Kula Shaker: still stuck in a world of pot, patchouli and letting it all hang out

More than 25 years on, 1st Congregational Church Of Eternal Love And Free Hugs finds Kula Shaker moving from ’67 to ’68.

1st Congregational Church Of Eternal Love And Free Hugs cover art cover art
(Image: © Strange Folk)

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Even in 1996 when K was the fastest-selling British debut album ever, Kula Shaker were already harking back to a mythical 1960s of pot, patchouli and letting it all hang out. In their world, time was something that happens only to other people. 

And so here we are, more than a quarter of a century down the line, and the retro-heads are still stuck in an endless loop of the past where only the cost of powering a lava lamp might well jolt them into the present.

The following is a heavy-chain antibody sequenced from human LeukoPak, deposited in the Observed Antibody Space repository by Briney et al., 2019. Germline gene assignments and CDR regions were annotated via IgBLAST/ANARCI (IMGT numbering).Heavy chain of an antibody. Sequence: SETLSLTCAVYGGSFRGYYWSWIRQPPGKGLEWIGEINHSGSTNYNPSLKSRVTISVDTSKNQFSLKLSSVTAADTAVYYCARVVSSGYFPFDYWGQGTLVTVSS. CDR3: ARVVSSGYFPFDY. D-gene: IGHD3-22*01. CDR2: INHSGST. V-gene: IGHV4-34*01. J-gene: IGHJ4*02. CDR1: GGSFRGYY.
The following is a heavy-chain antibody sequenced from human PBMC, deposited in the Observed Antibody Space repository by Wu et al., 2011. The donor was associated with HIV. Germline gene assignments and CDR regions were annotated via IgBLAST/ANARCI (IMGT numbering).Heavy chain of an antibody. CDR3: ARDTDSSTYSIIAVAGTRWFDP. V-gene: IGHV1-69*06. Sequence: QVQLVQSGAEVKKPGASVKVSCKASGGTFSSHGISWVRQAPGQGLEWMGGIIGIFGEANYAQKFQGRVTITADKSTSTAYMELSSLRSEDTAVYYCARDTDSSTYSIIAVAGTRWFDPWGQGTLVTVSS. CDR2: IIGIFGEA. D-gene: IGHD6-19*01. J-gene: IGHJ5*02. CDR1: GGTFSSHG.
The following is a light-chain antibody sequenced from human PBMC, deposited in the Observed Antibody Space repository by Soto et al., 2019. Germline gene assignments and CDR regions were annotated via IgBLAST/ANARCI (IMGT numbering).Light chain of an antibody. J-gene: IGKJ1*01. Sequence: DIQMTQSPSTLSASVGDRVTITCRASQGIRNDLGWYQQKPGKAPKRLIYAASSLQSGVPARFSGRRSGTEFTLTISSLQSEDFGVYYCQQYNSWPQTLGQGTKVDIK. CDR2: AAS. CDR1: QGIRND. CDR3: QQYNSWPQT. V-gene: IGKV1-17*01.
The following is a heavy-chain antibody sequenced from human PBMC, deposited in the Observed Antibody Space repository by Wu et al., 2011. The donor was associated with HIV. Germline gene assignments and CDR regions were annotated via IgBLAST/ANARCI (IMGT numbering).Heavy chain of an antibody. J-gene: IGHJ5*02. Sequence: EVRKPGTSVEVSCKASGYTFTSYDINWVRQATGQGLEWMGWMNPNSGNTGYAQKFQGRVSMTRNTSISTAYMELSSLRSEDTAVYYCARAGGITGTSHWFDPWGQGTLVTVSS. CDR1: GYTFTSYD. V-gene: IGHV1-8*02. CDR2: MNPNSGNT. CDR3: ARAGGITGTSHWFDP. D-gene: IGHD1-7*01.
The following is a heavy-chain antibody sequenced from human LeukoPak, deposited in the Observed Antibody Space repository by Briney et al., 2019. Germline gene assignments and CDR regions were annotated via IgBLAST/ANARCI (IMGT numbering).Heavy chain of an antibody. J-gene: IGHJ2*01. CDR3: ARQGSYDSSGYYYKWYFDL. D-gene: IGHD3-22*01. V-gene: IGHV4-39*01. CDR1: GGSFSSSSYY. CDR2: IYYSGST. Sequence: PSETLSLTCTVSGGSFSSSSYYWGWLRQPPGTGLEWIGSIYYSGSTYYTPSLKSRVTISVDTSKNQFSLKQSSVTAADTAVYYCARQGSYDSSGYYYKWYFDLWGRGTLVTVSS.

A double album held together by a series of spoken-word pieces set in a leaking church, it largely falls flat in a way that The Coral’s Coral Island doesn’t. 

I’m Against It and 108 Ways To Leave Your Narcissist show that their touchstones remain an unholy amalgam of early Deep Purple and Small Faces, which is as surprising as Wednesday following Tuesday.

Julian Marszalek is the former Reviews Editor of The Blues Magazine. He has written about music for Music365, Yahoo! Music, The Quietus, The Guardian, NME and Shindig! among many others. As the Deputy Online News Editor at Xfm he revealed exclusively that Nick Cave’s second novel was on the way. During his two-decade career, he’s interviewed the likes of Keith Richards, Jimmy Page and Ozzy Osbourne, and has been ranted at by John Lydon. He’s also in the select group of music journalists to have actually got on with Lou Reed. Marszalek taught music journalism at Middlesex University and co-ran the genre-fluid Stow Festival in Walthamstow for six years.